When you’re at a private lunch and both uber-gallerist Larry Gagosian and Metropolitan Museum of Art director Tom Campbell show up, the average artworlder short-circuits. Whom to kiss up to? — the emperor of the venal or of the spiritual world? Throw in Pace Gallery founder Arne Glimcher and the neck-swiveling really begins.
Such was the dilemma at the event the Met held for its patrons group at the edge of the Atlantic ocean in Miami’s so-called Faena District yesterday.
The lunch was co-hosted by art collector Alan Faena, quite possibly Argentina’s most successful and certainly most well-known real estate developer. To impress everyone, he brought in giant walls of barbecuing Argentinian meat. It worked, kind of like Mark di Suvero sculptures covered in lamb chops.
The agenda behind the protein extravaganza? Faena is building a several block wide real estate development anchored by a Rem Koolhaas cultural center, an aggressive billion-dollar attempt to yank the luxury center of Miami Beach north. The cultural center will need to be filled with art and events, thus, perhaps, Mr. Campbell’s presence.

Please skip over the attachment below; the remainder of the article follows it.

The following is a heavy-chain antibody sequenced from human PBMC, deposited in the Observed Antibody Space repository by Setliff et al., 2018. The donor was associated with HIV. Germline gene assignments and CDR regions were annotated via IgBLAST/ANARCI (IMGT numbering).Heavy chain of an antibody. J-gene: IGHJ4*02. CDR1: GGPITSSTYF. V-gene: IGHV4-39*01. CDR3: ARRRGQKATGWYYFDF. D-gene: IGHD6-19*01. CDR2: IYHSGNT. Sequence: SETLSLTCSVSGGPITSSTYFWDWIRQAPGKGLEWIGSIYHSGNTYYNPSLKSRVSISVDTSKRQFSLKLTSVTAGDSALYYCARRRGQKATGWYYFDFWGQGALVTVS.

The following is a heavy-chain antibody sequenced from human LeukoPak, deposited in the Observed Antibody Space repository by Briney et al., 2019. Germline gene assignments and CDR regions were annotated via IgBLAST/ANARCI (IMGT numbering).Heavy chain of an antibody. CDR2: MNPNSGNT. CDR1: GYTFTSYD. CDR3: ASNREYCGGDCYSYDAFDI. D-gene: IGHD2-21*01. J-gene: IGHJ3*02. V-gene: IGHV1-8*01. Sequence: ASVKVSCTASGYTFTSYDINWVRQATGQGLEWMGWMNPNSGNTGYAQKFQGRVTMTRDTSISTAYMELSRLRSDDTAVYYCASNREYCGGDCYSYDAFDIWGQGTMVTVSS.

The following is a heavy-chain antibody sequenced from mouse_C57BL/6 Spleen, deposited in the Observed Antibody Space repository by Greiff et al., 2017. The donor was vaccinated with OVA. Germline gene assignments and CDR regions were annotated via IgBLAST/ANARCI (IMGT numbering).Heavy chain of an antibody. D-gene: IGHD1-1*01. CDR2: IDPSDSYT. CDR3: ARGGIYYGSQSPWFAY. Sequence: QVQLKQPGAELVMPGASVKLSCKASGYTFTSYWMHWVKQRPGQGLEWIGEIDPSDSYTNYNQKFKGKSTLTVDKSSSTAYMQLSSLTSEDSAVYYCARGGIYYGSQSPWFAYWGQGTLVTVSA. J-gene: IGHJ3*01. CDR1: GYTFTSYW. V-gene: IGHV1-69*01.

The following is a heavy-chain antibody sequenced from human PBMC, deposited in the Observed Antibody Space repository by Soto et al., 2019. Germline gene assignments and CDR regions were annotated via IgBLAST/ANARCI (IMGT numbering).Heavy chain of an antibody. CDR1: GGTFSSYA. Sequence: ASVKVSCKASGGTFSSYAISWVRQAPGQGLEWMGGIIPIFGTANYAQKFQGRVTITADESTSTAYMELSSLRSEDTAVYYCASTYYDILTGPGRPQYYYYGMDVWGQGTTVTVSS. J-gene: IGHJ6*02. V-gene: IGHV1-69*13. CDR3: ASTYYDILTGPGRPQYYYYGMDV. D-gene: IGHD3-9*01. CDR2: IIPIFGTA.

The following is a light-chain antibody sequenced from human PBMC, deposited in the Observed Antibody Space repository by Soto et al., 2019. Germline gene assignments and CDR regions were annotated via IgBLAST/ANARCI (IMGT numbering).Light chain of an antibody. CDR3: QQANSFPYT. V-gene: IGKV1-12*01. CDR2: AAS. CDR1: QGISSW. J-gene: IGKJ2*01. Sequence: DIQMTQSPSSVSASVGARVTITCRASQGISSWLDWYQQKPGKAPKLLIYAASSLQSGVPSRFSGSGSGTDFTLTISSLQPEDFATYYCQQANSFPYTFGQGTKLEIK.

A side note on Mr. Campbell here: he is representing New Yorkers exceptionally well these days at events around the country and world, something that was not necessarily guaranteed when he first got the job a few years ago, looking a bit overwhelmed, tweedy and like a guy who had run the Met textiles department, which of course he basically had.
Now, Tom is a repeat visitor to Art Basel, usually on panels, and seems to take off one layer, or open one shirt button more, every year he shows up.
We got precious little out of him regarding rumors of a pending partnership with the so-called Faena Arts District, though he did happily discuss the local Bass museum and designer Peter Marino.
And Alan Faena similarly babbled happily about the “art community” and bragged about condo sales to date.
Campbell did say looked forward to making more visits to Miami.
One note, speaking of things that are venal: at our luncheon table, one art advisor expressed interest in buying into the Norman Foster-designed building adjacent to the event. But a rival real estate developer chimed in, speciously quickly, that these blocks are “known for flooding during the full moon” but that “he was sure that was taken care of now.”
Ah, Art Basel Miami Beach. When it’s not about art, it’s always about real estate.